Political Humor Health Care Crisis

The most amazing part is that Stewart actually got Sean Hannity to admit a mistake, although in the most half-hearted weaselly way possible. 

When it’s possible to put together a list of the ten most bone-headed projects that are in development in Hollywood right now, and your list doesn’t even include that staggeringly moronic “Monopoly” project that was detailed this week, you know Hollywood is in deep trouble.  Guess what, guys?  The reason the industry is having problems right now has nothing to do with people videotaping your movies off of theater screens.  In order for that to be the problem, you’d have to be making films that aren’t flaming bags of stupid. 

And mainstream media?  You guys aren’t doing much better.

I’m hoping Sony pulls out all the stops when they put out “2012” on BluRay, because I’d like some in-depth pieces about the digital work on the film, which is incredible.  In the meantime, here’s a piece about one of the film’s biggest gags:

And if you thought that was interesting, check out this piece about how the creatures in “Where The Wild Things” were brought to life.  I’m glad this sort of thing wasn’t out before the film, because it sort of pulls back some of the magic.  Still… fascinating. 

http://www.vbs.tv/vbs_player.js?width=584&height=328&ec=o2OGF5On8EA2wgrMoZpS38OT77FkjAlA&st=undefined&pl=http://www.motherboard.tv/2009/11/2/behind-the-wild-things–2

I still think “Where The Wild Things Are” is a serious contender for this year’s Oscar for best Visual Effects. Some of the things they pulled off on this film should have been impossible, and everyone involved should be rewarded for the way they made all of these magic tricks work. 

So when do I get my own film festival?  Isn’t that the trend these days?  As film critic jobs evaporate, guys like David Ansen and Scott Foundas are moving into the world of festival programming.  Seems like a natural side-step to me, since so much of our job as writers about film is trying to steer people to things they might otherwise miss.  Isn’t that what a festival programmer is doing?  I expect you’ll see more of this, and to my mind, it’s a promising development.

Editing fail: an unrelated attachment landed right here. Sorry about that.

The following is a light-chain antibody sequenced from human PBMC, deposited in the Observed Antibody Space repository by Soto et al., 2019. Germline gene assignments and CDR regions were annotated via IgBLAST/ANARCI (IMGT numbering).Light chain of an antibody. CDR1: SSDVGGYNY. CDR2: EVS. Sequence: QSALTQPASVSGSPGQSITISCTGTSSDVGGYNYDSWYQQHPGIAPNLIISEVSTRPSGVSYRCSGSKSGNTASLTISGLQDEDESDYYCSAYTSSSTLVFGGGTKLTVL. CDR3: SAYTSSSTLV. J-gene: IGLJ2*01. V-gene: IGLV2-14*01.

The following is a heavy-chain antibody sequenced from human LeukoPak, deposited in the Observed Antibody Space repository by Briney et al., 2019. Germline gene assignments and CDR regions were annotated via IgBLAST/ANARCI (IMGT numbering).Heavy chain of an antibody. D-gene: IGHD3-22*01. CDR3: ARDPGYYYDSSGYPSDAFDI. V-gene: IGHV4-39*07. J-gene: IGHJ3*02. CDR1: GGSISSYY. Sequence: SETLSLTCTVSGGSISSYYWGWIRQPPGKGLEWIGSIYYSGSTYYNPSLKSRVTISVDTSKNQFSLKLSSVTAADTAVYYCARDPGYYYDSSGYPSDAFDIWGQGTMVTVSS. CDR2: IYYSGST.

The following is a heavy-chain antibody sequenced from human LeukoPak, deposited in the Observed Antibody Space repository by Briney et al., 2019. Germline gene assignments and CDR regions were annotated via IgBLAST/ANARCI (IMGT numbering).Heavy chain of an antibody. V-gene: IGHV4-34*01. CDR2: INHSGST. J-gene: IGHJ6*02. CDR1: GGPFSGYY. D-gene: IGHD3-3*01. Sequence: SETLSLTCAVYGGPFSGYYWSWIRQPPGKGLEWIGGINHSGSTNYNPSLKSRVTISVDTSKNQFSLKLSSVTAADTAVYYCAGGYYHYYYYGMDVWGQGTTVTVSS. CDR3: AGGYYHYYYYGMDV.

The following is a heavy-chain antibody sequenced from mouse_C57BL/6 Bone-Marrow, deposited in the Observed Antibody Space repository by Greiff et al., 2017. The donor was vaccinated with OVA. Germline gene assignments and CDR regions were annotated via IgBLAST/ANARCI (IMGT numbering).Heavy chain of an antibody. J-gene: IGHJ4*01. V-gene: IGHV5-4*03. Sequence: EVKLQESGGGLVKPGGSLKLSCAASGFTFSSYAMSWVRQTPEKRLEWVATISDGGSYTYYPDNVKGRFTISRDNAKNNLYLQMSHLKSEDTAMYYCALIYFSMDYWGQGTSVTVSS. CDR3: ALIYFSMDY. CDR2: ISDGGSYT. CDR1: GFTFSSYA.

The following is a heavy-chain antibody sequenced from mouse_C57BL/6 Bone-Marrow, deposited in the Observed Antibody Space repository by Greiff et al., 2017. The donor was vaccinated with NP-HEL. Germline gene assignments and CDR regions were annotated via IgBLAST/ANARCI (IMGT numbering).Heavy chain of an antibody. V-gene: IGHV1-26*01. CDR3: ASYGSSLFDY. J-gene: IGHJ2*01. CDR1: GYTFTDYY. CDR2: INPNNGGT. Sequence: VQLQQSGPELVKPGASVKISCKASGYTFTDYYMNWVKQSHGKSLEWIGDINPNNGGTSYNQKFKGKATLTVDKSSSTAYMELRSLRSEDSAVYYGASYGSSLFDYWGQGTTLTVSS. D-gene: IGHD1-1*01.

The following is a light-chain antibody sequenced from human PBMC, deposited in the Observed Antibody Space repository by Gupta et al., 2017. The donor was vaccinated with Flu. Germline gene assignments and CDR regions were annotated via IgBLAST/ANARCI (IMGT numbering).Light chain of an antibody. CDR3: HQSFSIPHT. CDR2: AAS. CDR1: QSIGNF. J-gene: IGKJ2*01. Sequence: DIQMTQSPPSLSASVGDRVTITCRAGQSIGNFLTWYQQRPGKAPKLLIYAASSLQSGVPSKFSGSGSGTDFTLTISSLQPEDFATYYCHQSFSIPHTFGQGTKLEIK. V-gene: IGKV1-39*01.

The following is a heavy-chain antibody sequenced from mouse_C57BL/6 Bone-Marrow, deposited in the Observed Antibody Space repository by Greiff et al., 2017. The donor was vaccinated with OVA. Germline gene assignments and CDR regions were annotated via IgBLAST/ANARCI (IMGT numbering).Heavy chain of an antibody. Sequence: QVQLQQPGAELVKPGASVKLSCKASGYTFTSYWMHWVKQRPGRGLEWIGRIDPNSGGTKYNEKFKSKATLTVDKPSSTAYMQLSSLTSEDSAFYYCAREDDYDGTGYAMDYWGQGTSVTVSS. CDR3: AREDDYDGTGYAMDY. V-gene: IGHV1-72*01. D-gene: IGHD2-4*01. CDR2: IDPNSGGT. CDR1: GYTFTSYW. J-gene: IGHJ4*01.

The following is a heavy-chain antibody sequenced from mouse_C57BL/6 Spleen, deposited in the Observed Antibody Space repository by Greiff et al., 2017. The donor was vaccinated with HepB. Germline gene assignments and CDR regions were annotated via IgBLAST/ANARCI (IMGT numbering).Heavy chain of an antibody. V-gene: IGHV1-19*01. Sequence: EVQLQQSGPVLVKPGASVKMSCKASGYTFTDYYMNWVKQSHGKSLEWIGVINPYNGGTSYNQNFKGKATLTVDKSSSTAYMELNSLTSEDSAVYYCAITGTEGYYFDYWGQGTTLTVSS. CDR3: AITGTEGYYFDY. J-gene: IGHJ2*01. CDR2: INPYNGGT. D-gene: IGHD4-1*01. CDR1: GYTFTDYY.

The world’s changing, kids, and in the most unusual ways. 

Russell Brand is a very silly man… and his foot’s on fire! 

Eric D. Snider’s got a new regular column he’s working on called “What’s The Big Deal?”, and I like the premise.  It’s an interesting way to get into the conversation, and his first edition of the column takes a look at the classic Western “The Searchers.” 

Everyone’s getting into the remake game, huh? 

If you read my review yesterday of the new Tim Schafer game “Brutal Legend,” then you know I’m a fan.  A big part of why I loved the game is the design of the world itself, and today, there’s an amazing art gallery you should check out that gives you a feel for just how outrageous it all is. 

I’ve mentioned before how irritating I find it when people say that “Avatar” looks just like a video game.  It’s not true.  That’s not a matter of opinion… it’s a matter of technology.  Video games are amazing these days, yes, but compared to what sort of rendering power and subtle performance film tech is capable of, there’s no comparison, and if you were to ask people who actually work in the field, they’d agree.  Now, I think games are getting better every day, and there are some real pioneers just around the corner, like the new game “Heavy Rain,” which looks sort of remarkable:

Even there, though, you’ve got some beautiful work right up against work that is functional, and in games, you pick your battles, knowing that you are only able to push the tech to a certain degree.

James Cameron himself could explain the difference to you if he wanted to, using “Avatar: The Game” and “Avatar: The 3D IMAX Experience” as very clear examples.  Have you seen any gameplay footage from “Avatar” yet?  It looks like fun…

… but it also looks nothing like the movie.  We’ve got a behind-the-scenes featurette about “Avatar” today that features all sorts of new footage.  There was a fuzzy international version of this online last week, but we’ve got a high-quality imbed of it for you now, and it’s gorgeous:

Love it.  Love the density of the world that they’re creating, and I really can’t say enough about the huge leap forward in performance capture that this represents, even over what guys like Zemeckis are doing.  There’s so much about this film that excites me, even beyond the story, that I feel like, yes, I write too much about it, but I can’t help myself.

Regarding the story… and “South Park”… it looks like Matt and Trey have gotten in some pre-emptive licks on the whole “Dances With Smurfs” thing, and you can watch the whole episode online now.  I may not agree with the premise, but as always, “South Park” is better at making the obvious joke than anyone else. 

Finally, Jason Woliner is a genius.  Here’s the proof

The Morning Read appears here every day, Monday through Friday.  Except when it doesn’t.